Some Planning Board members said they thought this statute was too complicated and costly for residents who want to put up a small turbine on their property.

Board Vice-Chair David Kestner said he thought the state regulations that the town has to follow until they have their own ordinance could discourage a resident who wants to put up a small system on their property, something that is opposite of the statute’s original intentions of promoting renewable energy.

“That doesn’t seem to be very cost-effective for the small guy,” Kestner said of the current review process. “How do we help promote the small scale wind turbines?”

According to the town’s director of planning, Kathy Menici, there would be some costs associated with the state requirements for a review process, but that she was not sure if these costs would go down at all with a town ordinance in place.

Menici said that sending certified mail to abutters costs approximately $5.84 per abutter, and that the most abutters a property is likely to have is about five or six. There is also an abutter notification fee that could also be applied to this review process. The board could also choose to charge an application fee, Menici said.

Selectman Charlie King asked if there was a way to lower the restrictions on wind turbines under 1 kilowatt, and make a town ordinance that states that such small scale systems can be approved without the long review process.

Steltzer said he was not sure if that was possible and that he had not heard of any other towns that have done so.

“I don’t know of any community out there in New Hampshire that has automatically just given an OK to any wind facility under 5 kilowatts,” Steltzer said. “But if you wanted to simplify that review process I believe you could.”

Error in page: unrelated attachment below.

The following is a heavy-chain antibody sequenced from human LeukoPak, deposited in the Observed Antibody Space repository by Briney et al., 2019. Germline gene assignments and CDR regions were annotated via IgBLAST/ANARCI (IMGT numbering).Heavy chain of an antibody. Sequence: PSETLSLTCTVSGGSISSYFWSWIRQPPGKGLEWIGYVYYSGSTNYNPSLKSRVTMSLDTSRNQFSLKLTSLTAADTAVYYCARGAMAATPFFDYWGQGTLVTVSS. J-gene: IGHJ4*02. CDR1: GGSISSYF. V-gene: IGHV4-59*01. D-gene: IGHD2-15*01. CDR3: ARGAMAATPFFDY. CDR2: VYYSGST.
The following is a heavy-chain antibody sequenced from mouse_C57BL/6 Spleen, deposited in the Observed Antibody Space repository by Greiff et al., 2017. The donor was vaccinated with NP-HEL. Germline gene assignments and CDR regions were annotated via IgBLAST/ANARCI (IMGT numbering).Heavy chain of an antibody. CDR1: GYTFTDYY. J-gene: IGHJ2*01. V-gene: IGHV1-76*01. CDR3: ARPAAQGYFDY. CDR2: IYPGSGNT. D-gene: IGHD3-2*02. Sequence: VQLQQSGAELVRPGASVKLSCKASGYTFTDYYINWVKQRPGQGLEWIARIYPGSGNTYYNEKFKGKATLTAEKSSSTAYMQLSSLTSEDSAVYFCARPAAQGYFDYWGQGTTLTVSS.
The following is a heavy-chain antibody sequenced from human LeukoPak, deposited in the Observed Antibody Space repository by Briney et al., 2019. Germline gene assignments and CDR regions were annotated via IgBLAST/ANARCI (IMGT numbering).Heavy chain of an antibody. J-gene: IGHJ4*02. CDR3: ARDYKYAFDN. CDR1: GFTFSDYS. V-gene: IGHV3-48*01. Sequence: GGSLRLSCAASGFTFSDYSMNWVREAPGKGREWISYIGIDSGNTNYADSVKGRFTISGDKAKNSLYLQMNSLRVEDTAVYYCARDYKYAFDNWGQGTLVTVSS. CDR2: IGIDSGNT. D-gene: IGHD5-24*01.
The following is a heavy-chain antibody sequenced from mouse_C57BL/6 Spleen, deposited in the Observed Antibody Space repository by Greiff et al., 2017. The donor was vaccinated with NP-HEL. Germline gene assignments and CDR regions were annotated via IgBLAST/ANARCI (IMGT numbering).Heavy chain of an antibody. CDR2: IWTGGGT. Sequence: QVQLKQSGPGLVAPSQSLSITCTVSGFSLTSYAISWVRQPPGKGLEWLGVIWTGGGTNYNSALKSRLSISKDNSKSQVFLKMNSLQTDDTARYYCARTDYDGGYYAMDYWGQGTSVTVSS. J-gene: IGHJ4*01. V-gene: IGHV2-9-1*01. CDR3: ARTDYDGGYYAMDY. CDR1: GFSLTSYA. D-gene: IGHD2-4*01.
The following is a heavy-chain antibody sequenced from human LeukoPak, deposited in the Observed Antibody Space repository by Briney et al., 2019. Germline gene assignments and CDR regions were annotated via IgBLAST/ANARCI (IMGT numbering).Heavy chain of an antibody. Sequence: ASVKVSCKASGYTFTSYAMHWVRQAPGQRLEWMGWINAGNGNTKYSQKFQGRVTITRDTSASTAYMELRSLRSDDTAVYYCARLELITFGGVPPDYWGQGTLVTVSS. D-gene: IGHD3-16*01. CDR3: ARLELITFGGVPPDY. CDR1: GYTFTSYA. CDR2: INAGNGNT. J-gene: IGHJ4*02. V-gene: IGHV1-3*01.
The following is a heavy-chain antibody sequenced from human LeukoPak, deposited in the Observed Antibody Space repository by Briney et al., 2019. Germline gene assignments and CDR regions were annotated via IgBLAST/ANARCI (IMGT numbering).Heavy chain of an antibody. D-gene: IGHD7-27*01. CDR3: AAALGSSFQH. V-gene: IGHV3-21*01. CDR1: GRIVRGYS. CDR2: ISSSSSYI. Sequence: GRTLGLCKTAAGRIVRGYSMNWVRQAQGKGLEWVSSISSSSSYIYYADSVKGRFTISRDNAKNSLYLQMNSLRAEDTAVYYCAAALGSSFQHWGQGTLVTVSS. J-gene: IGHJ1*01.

Menici, however, disagreed, and said a town can only stray from state regulations to a certain point in their ordinances.

“The state statute doesn’t set a minimum limit ¿ there isn’t anything that says (these regulations) apply to wind turbines in this range, with a bottom limit,” Menici said. “I think that because it’s a state statute, the board doesn’t have the authority to waive that. You can make requirements more stringent, but can’t have requirements that relax state law.”

Still, Steltzer said there are ways the town could change the way they deal with wind energy project applications to make the process better fit the town.

For example, Steltzer said while it is not required, the town could hold public hearings on all wind projects. The town could also determine that the review process for wind turbines is better suited for the Planning Board, as opposed to only the building inspector. A town ordinance could also change the height and setback requirements to better fit the town’s properties.

Planning Board members made no decisions on a town ordinance at Tuesday’s meeting, but said they will continue to discuss the creation of one.

Source:  By DANIELLE CURTIS, Foster's Daily Democrat, www.fosters.com 5 October 2011

This article is the work of the source indicated. Any opinions expressed in it are not necessarily those of National Wind Watch.